Regulation tech has grown up alongside the boom in Fintech. But where’s it headed in the near term future?
- Regulation changes and potential financial crime
- The boom in Fintech and the growth of regulation tech
- How the explosion in wealth tech will affect regulation
Regulation changes and potential financial crime
There are plenty of things that Ben and his team have come across in the last 20 years of building and deploying cloud-based solutions for financial markets.
Banks, brokers, asset managers, and neobanks — there’s no niche left unserved by eflow.
In that time, Ben has observed the solution’s active prevention of financial fraud (money laundering, for example, or manipulation of the money market).
As it archives, analyzes or reports on vast amounts of big data, eflow’s system also takes care of regulatory reporting and information sharing tasks on behalf of customers.
It’s an enormous pain and often involves anxiety and overwhelming amounts of self-doubt just before hitting submit or beginning an audit. The frustration that companies experience at the domino effect from even one minor legislative change can be enough to send people spiraling into nervous breakdowns.
It’s no wonder the environment was ripe for a solution that prevented regulatory headaches before even needing to treat them.
“Regtech has had to grow up as there’s been this boom in Fintech.” — Ben Parker
The boom in Fintech and growth of regulation tech
Regulation tech, or Regtech as it is becoming known, emerged out of the Fintech industry to address a critical need shared by traditional and new-age financial institutions.
Ben has observed that the separation of regulators, providing them with truly independent identities, has created space to focus on regulation as a priority. This has been vital for institutions finding their feet again after the recession of 2008.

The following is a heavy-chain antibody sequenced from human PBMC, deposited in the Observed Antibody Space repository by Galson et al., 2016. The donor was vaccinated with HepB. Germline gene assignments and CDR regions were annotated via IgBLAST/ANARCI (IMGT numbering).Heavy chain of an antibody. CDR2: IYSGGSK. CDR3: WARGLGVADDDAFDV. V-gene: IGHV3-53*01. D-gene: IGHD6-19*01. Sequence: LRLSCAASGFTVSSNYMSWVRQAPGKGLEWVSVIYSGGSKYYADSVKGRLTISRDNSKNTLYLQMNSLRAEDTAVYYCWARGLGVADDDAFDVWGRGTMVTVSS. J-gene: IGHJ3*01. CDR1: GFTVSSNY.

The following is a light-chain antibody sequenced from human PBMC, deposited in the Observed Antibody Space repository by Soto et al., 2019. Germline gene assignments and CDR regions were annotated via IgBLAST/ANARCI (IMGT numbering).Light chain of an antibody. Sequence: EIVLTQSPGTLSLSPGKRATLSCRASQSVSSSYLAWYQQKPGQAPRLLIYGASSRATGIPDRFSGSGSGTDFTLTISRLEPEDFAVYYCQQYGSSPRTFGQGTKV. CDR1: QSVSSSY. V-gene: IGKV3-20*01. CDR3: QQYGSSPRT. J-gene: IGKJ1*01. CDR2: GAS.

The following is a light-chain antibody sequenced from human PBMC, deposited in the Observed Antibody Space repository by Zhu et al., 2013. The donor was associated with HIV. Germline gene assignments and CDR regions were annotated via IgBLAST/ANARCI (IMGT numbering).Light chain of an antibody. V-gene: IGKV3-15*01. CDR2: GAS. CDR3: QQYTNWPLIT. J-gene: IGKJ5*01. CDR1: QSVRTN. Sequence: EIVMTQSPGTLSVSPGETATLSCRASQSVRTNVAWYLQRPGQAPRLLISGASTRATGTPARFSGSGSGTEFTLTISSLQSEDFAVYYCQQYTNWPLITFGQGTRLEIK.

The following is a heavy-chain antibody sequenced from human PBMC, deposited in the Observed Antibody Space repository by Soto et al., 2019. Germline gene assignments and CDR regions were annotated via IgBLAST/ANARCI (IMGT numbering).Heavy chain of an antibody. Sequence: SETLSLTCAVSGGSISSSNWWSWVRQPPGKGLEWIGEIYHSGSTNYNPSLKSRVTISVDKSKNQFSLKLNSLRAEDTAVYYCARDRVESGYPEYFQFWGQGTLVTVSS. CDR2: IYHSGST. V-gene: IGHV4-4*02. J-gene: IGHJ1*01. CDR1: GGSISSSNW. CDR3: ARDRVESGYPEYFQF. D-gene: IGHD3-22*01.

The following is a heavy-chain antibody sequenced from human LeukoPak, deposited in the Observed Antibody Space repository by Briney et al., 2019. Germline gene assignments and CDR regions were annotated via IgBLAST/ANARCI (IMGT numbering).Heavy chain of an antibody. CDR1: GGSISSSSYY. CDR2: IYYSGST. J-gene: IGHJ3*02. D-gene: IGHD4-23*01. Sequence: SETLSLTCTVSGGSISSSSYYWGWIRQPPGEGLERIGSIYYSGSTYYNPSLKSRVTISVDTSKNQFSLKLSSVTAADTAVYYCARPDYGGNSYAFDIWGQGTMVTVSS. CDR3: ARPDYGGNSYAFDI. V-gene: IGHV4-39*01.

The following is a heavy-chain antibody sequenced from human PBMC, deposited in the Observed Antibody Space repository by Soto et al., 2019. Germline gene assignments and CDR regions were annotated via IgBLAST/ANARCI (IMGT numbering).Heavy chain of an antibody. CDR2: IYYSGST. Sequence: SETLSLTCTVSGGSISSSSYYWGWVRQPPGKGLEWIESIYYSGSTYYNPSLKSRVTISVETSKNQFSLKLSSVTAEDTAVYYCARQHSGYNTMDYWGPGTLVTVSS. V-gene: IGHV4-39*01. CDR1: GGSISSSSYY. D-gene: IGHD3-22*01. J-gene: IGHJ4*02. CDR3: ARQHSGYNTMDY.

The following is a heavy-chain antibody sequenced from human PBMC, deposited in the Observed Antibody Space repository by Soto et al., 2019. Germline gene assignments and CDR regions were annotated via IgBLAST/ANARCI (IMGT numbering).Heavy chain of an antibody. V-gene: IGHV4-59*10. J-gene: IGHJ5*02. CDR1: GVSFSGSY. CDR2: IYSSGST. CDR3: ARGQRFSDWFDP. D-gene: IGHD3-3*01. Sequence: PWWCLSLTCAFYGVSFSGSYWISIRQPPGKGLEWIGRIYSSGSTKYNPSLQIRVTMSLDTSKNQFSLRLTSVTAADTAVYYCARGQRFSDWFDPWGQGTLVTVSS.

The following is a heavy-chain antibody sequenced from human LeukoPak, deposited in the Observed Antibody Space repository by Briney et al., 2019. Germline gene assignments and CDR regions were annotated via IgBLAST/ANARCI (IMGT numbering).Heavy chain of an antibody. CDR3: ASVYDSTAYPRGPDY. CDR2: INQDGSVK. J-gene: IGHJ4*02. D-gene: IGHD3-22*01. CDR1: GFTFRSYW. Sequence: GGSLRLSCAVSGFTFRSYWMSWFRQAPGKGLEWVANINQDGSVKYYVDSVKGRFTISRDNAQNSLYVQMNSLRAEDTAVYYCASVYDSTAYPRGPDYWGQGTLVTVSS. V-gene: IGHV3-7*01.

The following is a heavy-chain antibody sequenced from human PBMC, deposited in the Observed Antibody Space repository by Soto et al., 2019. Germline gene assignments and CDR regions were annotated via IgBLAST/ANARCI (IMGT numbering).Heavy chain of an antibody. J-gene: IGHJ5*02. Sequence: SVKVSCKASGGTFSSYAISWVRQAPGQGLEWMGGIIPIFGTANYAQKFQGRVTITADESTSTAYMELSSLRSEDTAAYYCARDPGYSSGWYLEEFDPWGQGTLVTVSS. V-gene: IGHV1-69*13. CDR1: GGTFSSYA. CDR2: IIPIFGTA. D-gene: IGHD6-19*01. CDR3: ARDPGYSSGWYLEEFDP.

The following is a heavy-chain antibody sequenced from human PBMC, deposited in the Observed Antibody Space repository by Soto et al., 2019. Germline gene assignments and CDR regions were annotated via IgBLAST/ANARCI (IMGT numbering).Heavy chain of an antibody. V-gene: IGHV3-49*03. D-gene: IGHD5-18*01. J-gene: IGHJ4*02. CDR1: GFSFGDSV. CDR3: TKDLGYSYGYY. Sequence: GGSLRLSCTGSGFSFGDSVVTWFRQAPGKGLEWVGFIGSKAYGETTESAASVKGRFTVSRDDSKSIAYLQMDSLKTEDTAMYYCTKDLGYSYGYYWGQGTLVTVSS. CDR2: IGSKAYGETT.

Regtech has even diversified and there are niches within this niche, to support the marketplace with adhering to regulations around specific functions like payments, transfer of funds, credit product access and more. Naturally, the investment capital available for Regtech has also increased.
“We’ve seen significant moves to regulation. Whether it be payments or all sorts of different regulations, it’s been driven mostly by those regulators.” — Ben Parker
The inescapable link between the two
Regulations are a part of operating in the financial services, wealth creation and wealth management, and Fintech industries.
If you’re going to offer turnkey solutions and products throughout those industries, it’s going to require the same application for the regulatory aspects.
If we learned anything from 2008, it’s that the regulators will catch up eventually so it’s worth thinking about it before disaster strikes.
How the explosion in wealth tech will affect regulation
Considering the progress that regulators have made overall since the financial crash, it’s admirable how today’s Fintech market approaches solution development, specifically Ben’s team as a part of the Regtech niche.
Firefighting vs innovation
On the one hand, you have the need to address breaches and incidents that have already happened: you need lightning-fast response times and effective tools for isolating and patching issues and risks.
On the other hand, you need to be thinking about preventative measures because even criminals evolve their methodology to meet the tech world where it is. Most people fall prey to fraud because they’re either caught up in the ‘ooh’ and ‘aah’ of their shiny new digital toys or they’re naive and complacent about security overall.
Regtech is a way to introduce preventative measures because sometimes there is no cure at all.
Where do Regtech companies focus?
It might surprise you, but the answer to this question is that they focus everywhere.
Regulations touch every part of these industries:
- Data analytics
- Investor relations
All the while, analyzing these areas of businesses, the goal is to make predictions, educated guesses, around where the industries and their respective markets are heading.
“One of the biggest challenges is data. It’s not just the volume of it but the breadth across the market.” — Ben Parker
Wealth tech, in particular, has a lot to gain from Regtech development. Borderless transactions and offshore banking are more accessible for people around the world. There’s no doubt that Regtech will become a necessity rather than remaining a luxury, to manage those complex multidirectional and multilevel agreements.
One thing’s for sure: Regtech enables trade at scale via new-age platforms, including cryptocurrencies.
Until next time!